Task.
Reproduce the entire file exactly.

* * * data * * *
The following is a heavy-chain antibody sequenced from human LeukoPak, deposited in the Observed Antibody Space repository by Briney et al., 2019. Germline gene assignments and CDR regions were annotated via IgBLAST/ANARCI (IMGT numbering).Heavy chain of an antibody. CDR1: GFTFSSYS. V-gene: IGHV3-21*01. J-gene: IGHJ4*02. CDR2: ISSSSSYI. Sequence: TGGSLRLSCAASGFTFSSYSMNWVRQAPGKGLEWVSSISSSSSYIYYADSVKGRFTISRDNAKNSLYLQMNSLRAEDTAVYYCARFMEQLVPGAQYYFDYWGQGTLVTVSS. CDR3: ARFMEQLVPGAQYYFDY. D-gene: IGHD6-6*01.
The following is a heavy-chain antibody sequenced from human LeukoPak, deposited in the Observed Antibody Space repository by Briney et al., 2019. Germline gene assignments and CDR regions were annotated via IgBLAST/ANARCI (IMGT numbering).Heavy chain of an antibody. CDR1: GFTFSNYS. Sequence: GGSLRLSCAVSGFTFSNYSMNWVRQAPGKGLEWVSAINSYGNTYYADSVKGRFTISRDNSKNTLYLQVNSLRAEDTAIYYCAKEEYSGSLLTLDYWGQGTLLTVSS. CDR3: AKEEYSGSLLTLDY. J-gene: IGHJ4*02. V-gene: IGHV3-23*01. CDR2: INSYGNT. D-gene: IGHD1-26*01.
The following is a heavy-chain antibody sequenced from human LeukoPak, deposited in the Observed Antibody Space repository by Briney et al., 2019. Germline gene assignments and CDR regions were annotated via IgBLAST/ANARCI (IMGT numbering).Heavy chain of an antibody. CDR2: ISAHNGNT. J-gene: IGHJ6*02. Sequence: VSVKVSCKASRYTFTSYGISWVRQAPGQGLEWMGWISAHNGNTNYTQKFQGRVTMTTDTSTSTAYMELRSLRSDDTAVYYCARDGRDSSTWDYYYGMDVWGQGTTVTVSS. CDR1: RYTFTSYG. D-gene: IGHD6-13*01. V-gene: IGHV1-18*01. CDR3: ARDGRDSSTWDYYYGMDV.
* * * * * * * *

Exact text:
The following is a heavy-chain antibody sequenced from human LeukoPak, deposited in the Observed Antibody Space repository by Briney et al., 2019. Germline gene assignments and CDR regions were annotated via IgBLAST/ANARCI (IMGT numbering).Heavy chain of an antibody. CDR1: GFTFSSYS. V-gene: IGHV3-21*01. J-gene: IGHJ4*02. CDR2: ISSSSSYI. Sequence: TGGSLRLSCAASGFTFSSYSMNWVRQAPGKGLEWVSSISSSSSYIYYADSVKGRFTISRDNAKNSLYLQMNSLRAEDTAVYYCARFMEQLVPGAQYYFDYWGQGTLVTVSS. CDR3: ARFMEQLVPGAQYYFDY. D-gene: IGHD6-6*01.
The following is a heavy-chain antibody sequenced from human LeukoPak, deposited in the Observed Antibody Space repository by Briney et al., 2019. Germline gene assignments and CDR regions were annotated via IgBLAST/ANARCI (IMGT numbering).Heavy chain of an antibody. CDR1: GFTFSNYS. Sequence: GGSLRLSCAVSGFTFSNYSMNWVRQAPGKGLEWVSAINSYGNTYYADSVKGRFTISRDNSKNTLYLQVNSLRAEDTAIYYCAKEEYSGSLLTLDYWGQGTLLTVSS. CDR3: AKEEYSGSLLTLDY. J-gene: IGHJ4*02. V-gene: IGHV3-23*01. CDR2: INSYGNT. D-gene: IGHD1-26*01.
The following is a heavy-chain antibody sequenced from human LeukoPak, deposited in the Observed Antibody Space repository by Briney et al., 2019. Germline gene assignments and CDR regions were annotated via IgBLAST/ANARCI (IMGT numbering).Heavy chain of an antibody. CDR2: ISAHNGNT. J-gene: IGHJ6*02. Sequence: VSVKVSCKASRYTFTSYGISWVRQAPGQGLEWMGWISAHNGNTNYTQKFQGRVTMTTDTSTSTAYMELRSLRSDDTAVYYCARDGRDSSTWDYYYGMDVWGQGTTVTVSS. CDR1: RYTFTSYG. D-gene: IGHD6-13*01. V-gene: IGHV1-18*01. CDR3: ARDGRDSSTWDYYYGMDV.